The one thing that weights greatly in favor of the credibility of the historical writings in the Biblical writings (Law, Prophets, and Writings) is the first mention of the Hittites. Whether Moses himself was indeed raised as an adopted prince of Egypt who then led the Israelite Hebrews out of Egypt as their military general and prophet is a matter of faith by Jews and Christians to this day, and speculation by everyone else.

Herodotus chronicled many things that were doubted in earlier times as well, but which have since been demonstrated to be true. And like AJ says, there were other ancient chroniclers as well to whom we are indebted.

I am a history fan, and I have read everything I can get my hands on. AJ has read a few more things that I have not yet, however.

I realize that academically and scientifically we are required to doubt what we read until it has been independently confirmed. So I therefore do, as a requirement.

Gods are by Their nature elusive, for whatever reason, and so any discussion of Them normally involves a lot of speculation, unless you yourself are a prophet, but then nobody would believe you anyway. That's called Cassandra Syndrome. Cassandra foretold the fall of Troy.

I believe in The Gods consisting of God The Father, Jesus Christ his Son, Holy Mary Mother of Christ, and The Holy Spirit. But they are elusive, for whatever reasons.


message 27: by A.J. (new) - rated it 5 stars

A.J. Campbell Patrice and Karl,

It's amazing how much of the Bible has been corroborated by archaeology. Modern writers oft question ancient historians; and I believe they have their own agenda, aka a doctorial thesis that's "new" and worthy of publication. Not long ago, Prof. Michael Kulikowski ripped Jordanes apart, claiming he was full of bull-pucky. Then, a year later, an archaeological site along the river Samara vindicated Jordanes.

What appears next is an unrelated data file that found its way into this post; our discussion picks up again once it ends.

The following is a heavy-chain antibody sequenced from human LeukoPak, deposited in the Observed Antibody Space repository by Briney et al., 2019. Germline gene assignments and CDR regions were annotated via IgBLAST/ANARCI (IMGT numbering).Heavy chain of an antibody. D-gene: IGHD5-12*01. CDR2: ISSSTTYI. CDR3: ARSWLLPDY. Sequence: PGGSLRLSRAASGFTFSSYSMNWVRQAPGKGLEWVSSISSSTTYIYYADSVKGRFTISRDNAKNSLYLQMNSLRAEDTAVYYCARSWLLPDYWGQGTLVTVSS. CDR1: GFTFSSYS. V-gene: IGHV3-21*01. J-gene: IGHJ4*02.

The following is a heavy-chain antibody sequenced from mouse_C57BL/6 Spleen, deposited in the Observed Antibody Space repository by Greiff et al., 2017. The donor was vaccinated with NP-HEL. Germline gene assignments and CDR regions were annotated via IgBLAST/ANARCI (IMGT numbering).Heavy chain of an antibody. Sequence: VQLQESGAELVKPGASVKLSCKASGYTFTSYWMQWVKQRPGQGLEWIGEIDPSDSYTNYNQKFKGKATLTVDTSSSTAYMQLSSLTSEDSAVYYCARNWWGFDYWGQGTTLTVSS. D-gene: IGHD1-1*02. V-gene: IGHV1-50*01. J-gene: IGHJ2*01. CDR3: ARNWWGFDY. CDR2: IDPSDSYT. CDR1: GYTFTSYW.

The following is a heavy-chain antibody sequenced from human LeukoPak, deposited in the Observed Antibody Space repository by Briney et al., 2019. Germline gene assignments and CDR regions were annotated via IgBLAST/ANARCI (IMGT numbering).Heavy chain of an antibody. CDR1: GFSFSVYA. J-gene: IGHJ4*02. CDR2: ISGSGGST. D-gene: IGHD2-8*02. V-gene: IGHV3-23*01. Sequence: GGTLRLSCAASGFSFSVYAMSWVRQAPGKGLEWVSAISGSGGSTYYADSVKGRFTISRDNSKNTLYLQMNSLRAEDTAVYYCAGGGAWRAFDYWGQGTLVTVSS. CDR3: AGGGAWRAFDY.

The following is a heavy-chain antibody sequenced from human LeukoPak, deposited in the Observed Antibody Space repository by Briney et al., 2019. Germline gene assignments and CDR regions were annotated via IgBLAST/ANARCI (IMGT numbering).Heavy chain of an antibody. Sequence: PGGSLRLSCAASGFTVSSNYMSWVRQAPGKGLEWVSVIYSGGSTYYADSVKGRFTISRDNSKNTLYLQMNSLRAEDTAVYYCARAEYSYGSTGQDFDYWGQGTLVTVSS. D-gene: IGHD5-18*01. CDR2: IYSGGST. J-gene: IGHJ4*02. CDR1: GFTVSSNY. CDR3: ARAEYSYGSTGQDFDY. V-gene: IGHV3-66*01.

It's likely that Moses, like Homer, was a combo of more than one historian. But truth, perhaps not perfectly accurate, is the underlying factor. The same applies to the Gathas, originally written by Zarathsthura (Zoroastar), a man who lived on the steppe roughly 1,500 to 1,200 years ago. He believed in one singular god, whom he called Ahuramazda. I'm not sure who came first, Abraham or Zoroastar, but their legacy is a great one and real truth never dies.


message 28: by Karl (new) - rated it 5 stars

Karl It is speculation whether the Jews (who are the surviving Hebrews) came directly to Canaan from Babylon or whether a figure called Abraham is their Babylonian forefather who came there first, as Moses himself tells us in his first book, called "In The Beginning" in Hebrew, and "Genesis" in Greek.

We do know that the Jews were established at Jerusalem by 600 B.C.E. (it is polite to say BCE when denoting Jewish history) who were then conquered by the Babylonian King Nebuchadnezzar then. How they got there is a mystery, to history. Herodotus does not metion them at all, although by Herodotus' day in 425 B.C. (now we are talking about a Greek so it is more polite to drop the E off BCE) the Jews had returned to Judea by then. I often wonder why he omitted them? Perhaps because they were not relevant to his story about the Persian-Greek wars? If he mentions them at all I do not recall it.

And The Naked Archaeologist on The History Channel (Simca Jacobovici) has gone to great lengths to find the Jews' archaeology and put it on tv for us all. I am not going to even try to pronounce his name.

http://en.wikipedia.org/wiki/The_Nake...

Even as Michael Wood went to great lengths in his book and his PBS series to convince us that The Trojan War (spoken of by Herodotus) was indeed actual history, I am inclined to believe both Michael Wood about The Trojan War and Simca Jacobovici about Moses and ancient Israel. But like I said, there is no independent corroboration.

So we are left to speculate. And speculation is great fun. But we must remember to label it truthfully.


message 29: by Karl (new) - rated it 5 stars

Karl Well a shard of pottery is proof of something, especially if it resembles something else a thousand miles away.

Don't forget that the codex (book) was a rather recent invention, preceeded for thousands of years by separate lamb skin scrolls. Finally around 350 AD someone put it all together into one Codex Sanaiticus and it could then be called a book. It was by decree of a Christian synod, if I recally correctly. This was back in the times prior to 1054 A.D. when the Roman and Greek churches split off with each other and excommunicated each others patriarchs. There were mostly scrolls floating around the Near East up until that time.


message 30: by Karl (new) - rated it 5 stars

Karl Patrice wrote: "Karl wrote: "It is speculation whether the Jews (who are the surviving Hebrews) came directly to Canaan from Babylon or whether a figure called Abraham is their Babylonian forefather who came there..."

I hope you can get The Naked Archaeologist on The History Channel on your cable tv. You would truly love this guy. He is good. And funny too.


message 31: by Karl (new) - rated it 5 stars